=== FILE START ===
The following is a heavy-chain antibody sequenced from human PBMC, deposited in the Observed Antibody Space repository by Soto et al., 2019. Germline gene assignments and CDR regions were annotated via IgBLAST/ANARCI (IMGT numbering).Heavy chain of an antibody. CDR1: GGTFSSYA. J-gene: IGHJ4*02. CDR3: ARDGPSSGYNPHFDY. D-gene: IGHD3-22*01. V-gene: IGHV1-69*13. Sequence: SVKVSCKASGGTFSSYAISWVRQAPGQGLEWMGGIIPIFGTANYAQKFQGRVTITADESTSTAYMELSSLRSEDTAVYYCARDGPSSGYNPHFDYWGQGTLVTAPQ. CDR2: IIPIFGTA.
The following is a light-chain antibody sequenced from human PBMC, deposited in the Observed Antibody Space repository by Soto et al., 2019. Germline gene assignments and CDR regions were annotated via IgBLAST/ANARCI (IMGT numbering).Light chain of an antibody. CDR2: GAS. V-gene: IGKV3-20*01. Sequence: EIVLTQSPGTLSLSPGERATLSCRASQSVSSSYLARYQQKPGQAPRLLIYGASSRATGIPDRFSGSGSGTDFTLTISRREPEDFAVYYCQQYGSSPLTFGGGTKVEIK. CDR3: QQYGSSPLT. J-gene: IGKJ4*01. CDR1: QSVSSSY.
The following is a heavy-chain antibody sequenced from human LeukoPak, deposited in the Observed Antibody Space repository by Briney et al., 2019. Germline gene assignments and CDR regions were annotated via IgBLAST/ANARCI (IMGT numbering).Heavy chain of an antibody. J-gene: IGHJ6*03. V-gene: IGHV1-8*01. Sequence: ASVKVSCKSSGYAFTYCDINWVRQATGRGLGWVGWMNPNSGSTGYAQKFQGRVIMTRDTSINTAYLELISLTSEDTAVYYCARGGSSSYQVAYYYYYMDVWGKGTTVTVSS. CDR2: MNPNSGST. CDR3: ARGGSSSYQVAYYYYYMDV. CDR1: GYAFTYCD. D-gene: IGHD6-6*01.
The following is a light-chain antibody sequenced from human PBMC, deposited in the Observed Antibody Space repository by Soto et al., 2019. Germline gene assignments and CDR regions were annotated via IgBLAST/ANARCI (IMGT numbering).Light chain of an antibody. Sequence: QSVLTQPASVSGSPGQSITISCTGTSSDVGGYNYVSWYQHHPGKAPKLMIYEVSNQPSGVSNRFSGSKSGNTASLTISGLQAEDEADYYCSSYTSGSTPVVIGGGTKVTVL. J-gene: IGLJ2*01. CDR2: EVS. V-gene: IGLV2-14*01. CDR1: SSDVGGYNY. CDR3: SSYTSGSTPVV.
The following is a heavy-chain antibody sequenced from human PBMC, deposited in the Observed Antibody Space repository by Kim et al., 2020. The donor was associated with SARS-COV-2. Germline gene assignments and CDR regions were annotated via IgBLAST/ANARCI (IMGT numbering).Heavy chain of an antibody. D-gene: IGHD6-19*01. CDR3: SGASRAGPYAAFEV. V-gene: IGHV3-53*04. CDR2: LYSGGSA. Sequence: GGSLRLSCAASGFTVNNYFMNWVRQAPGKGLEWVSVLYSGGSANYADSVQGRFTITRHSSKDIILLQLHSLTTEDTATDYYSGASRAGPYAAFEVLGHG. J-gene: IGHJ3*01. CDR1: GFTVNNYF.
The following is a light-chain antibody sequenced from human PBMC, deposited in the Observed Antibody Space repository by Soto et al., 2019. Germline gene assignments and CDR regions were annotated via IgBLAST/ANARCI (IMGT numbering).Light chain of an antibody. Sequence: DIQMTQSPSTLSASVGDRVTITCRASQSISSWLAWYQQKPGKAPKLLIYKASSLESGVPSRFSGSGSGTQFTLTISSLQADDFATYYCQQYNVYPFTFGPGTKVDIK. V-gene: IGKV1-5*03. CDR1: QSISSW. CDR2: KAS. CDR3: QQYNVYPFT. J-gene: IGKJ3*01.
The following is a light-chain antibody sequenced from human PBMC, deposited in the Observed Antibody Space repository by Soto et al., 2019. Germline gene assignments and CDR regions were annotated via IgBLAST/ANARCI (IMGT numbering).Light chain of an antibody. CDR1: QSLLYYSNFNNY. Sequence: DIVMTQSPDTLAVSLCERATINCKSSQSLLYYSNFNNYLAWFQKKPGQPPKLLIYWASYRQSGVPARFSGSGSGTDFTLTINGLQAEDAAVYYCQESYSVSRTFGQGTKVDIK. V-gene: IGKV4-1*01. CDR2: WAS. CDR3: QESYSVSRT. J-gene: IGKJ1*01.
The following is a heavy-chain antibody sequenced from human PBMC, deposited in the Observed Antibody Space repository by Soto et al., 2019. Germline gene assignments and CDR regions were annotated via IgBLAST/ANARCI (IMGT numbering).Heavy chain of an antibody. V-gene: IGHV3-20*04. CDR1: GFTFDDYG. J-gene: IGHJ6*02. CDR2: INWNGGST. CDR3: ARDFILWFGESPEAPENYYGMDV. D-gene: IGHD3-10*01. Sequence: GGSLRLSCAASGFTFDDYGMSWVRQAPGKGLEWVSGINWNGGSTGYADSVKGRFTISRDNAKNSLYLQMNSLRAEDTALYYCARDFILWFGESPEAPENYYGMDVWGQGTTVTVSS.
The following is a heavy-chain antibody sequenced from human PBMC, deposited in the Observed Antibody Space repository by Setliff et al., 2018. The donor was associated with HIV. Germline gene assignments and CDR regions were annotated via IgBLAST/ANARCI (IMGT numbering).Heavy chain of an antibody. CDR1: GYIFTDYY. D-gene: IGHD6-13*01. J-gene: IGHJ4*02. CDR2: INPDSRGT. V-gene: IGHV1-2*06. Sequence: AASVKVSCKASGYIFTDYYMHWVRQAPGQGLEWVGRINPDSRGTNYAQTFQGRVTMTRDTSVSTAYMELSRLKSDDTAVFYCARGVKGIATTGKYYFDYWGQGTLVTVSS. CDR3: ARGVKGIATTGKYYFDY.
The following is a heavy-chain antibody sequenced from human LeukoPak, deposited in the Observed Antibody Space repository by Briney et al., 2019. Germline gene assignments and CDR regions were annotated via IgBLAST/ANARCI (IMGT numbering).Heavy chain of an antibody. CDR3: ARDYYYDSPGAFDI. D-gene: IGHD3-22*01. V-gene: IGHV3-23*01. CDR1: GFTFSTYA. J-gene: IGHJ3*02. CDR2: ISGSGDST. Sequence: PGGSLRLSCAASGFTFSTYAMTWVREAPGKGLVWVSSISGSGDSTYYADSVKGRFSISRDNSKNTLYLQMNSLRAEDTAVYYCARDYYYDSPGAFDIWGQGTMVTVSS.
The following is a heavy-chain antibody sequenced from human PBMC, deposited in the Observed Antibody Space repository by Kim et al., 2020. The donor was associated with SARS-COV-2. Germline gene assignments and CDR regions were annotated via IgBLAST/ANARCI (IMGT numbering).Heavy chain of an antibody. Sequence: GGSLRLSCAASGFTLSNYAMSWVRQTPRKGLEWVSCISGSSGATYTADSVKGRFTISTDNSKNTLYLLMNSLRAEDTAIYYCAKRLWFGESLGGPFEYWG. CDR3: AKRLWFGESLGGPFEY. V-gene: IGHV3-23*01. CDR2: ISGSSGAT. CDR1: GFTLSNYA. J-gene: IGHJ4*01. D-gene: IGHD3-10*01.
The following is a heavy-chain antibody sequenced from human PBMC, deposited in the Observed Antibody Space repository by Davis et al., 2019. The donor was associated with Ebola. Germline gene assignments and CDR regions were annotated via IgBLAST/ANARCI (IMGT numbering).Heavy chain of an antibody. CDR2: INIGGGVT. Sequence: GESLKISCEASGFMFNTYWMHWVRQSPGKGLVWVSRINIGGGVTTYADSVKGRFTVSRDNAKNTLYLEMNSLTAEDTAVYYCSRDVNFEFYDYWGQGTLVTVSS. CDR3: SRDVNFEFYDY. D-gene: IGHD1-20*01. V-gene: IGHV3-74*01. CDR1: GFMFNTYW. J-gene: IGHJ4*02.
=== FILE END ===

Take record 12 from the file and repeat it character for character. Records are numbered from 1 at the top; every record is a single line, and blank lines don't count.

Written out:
The following is a heavy-chain antibody sequenced from human PBMC, deposited in the Observed Antibody Space repository by Davis et al., 2019. The donor was associated with Ebola. Germline gene assignments and CDR regions were annotated via IgBLAST/ANARCI (IMGT numbering).Heavy chain of an antibody. CDR2: INIGGGVT. Sequence: GESLKISCEASGFMFNTYWMHWVRQSPGKGLVWVSRINIGGGVTTYADSVKGRFTVSRDNAKNTLYLEMNSLTAEDTAVYYCSRDVNFEFYDYWGQGTLVTVSS. CDR3: SRDVNFEFYDY. D-gene: IGHD1-20*01. V-gene: IGHV3-74*01. CDR1: GFMFNTYW. J-gene: IGHJ4*02.